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UM System President Mun Choi Responds To Campus Climate Survey: 'We Can Do Better'

Elle Moxley
KCUR 89.3

University of Missouri-Kansas City leaders on Monday acknowledged the mixed results of a survey about the atmosphere on campus. 

The majority of UMKC students, faculty and staff rated their campus “comfortable” or “very comfortable” in the most recent climate study.

But 17 percent of those who took the survey last October said they personally had experienced “exclusionary, intimidating, offensive and/or hostile conduct” because of their ethnicity, age, gender or gender identity.

And 34 percent of respondents said they had seriously considered leaving UMKC.

“While we can take comfort in the fact that our survey results mirror those at other universities and those in society, we have to ask ourselves if that is good enough,” University of Missouri System President Mun Choi said at a town hall-style meeting on campus. “I think the answer is a resounding no. We can do better.”

Susan Rankin, one of the consultants who conducted the study, noted that an unusually high number of people participated in the survey: UMKC had a response rate of 25 percent, she said, while most commuter colleges (UMKC remains such a campus, despite efforts to rebrand itself as an urban campus) have single-digit response rates.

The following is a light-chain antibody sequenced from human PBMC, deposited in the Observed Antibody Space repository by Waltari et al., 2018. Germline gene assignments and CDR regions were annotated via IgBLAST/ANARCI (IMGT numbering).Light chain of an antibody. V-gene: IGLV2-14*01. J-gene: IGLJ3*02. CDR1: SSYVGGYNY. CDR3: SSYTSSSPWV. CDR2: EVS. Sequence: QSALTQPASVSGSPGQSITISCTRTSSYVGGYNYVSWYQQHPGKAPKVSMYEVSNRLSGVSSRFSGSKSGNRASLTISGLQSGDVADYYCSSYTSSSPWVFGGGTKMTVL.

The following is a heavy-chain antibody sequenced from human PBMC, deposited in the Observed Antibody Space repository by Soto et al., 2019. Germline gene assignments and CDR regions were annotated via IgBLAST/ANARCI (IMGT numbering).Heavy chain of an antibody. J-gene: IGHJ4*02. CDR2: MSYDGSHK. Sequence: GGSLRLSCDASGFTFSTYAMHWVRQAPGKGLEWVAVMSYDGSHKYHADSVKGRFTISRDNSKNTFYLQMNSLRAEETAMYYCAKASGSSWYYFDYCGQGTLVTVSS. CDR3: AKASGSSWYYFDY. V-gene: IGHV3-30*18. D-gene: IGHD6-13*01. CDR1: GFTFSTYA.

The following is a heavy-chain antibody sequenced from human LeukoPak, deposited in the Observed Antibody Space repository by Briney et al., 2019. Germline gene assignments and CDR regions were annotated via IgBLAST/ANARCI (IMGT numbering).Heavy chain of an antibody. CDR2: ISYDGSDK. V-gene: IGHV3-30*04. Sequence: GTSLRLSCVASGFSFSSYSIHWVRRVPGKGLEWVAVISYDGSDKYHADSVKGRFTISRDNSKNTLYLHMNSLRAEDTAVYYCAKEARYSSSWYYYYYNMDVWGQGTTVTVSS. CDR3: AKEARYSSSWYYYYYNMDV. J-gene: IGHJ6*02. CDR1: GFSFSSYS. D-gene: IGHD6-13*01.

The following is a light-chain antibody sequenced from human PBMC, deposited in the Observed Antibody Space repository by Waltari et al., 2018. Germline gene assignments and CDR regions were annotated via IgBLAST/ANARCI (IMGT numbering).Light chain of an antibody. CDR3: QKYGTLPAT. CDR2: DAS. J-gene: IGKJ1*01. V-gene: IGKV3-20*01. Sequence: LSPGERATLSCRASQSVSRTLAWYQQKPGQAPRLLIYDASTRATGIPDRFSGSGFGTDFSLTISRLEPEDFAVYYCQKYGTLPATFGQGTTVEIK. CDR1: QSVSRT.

Interim Chancellor and Provost Barbara Bichelmeyer said diverse and inclusive educational institutions attract top students, faculty and staff.

Credit Elle Moxley / KCUR 89.3
KCUR 89.3
UM System President Mun Choi takes questions at a news conference about the UMKC campus climate survey that was conducted in fall 2016 and unveiled Monday.

“Diversity is the recognition that every human being is a unique individual who is different and has something to offer,” Bichelmeyer said. “Inclusion is creating an organization that values people and allows them to grow and flourish into the unique individuals they are.”

Students who seriously considered leaving UMKC reported doing so because they lacked a social life or sense of belonging. Employees considered leaving because of low pay, increased workloads and limited opportunities for advancement – bad news as UMKC faces a perilous budget situation due to declining state aid.

Last month, Bichelmeyer announced a hard hiring freeze; that news followed system-wide layoffs in May. Yet her tone at the town hall was optimistic.

“You’re here because you value what UMKC is to this city,” Bichelmeyer said. “I can’t ask you with any good conscience as interim chancellor and provost to work harder. I have to help you work smarter.”

Town halls for the other campuses in the UM System are scheduled throughout the week.

Editor's note: KCUR 89.3 is licensed by UMKC.

Elle Moxley covers Missouri schools and politics for KCUR. You can reach her on Twitter @ellemoxley.

Elle Moxley covered education for KCUR.
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